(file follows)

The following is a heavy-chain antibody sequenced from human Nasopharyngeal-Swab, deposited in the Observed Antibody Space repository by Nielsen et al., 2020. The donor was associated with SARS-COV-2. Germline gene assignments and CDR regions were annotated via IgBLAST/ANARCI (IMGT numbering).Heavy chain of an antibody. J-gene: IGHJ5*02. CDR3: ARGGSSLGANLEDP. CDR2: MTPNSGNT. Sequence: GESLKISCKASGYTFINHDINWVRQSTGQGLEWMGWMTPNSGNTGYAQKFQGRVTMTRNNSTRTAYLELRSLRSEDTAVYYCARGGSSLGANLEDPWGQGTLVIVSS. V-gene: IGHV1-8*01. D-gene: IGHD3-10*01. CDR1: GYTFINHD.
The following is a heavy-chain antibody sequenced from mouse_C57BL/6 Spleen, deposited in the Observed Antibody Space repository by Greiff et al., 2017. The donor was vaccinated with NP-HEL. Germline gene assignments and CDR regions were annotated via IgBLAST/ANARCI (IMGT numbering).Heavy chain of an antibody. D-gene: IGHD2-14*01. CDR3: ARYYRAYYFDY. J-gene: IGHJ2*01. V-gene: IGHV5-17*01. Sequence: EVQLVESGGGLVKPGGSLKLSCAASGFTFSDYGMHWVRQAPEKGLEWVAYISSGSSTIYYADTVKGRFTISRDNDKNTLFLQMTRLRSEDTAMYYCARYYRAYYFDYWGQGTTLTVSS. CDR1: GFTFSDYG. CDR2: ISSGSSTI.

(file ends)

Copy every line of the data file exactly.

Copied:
The following is a heavy-chain antibody sequenced from human Nasopharyngeal-Swab, deposited in the Observed Antibody Space repository by Nielsen et al., 2020. The donor was associated with SARS-COV-2. Germline gene assignments and CDR regions were annotated via IgBLAST/ANARCI (IMGT numbering).Heavy chain of an antibody. J-gene: IGHJ5*02. CDR3: ARGGSSLGANLEDP. CDR2: MTPNSGNT. Sequence: GESLKISCKASGYTFINHDINWVRQSTGQGLEWMGWMTPNSGNTGYAQKFQGRVTMTRNNSTRTAYLELRSLRSEDTAVYYCARGGSSLGANLEDPWGQGTLVIVSS. V-gene: IGHV1-8*01. D-gene: IGHD3-10*01. CDR1: GYTFINHD.
The following is a heavy-chain antibody sequenced from mouse_C57BL/6 Spleen, deposited in the Observed Antibody Space repository by Greiff et al., 2017. The donor was vaccinated with NP-HEL. Germline gene assignments and CDR regions were annotated via IgBLAST/ANARCI (IMGT numbering).Heavy chain of an antibody. D-gene: IGHD2-14*01. CDR3: ARYYRAYYFDY. J-gene: IGHJ2*01. V-gene: IGHV5-17*01. Sequence: EVQLVESGGGLVKPGGSLKLSCAASGFTFSDYGMHWVRQAPEKGLEWVAYISSGSSTIYYADTVKGRFTISRDNDKNTLFLQMTRLRSEDTAMYYCARYYRAYYFDYWGQGTTLTVSS. CDR1: GFTFSDYG. CDR2: ISSGSSTI.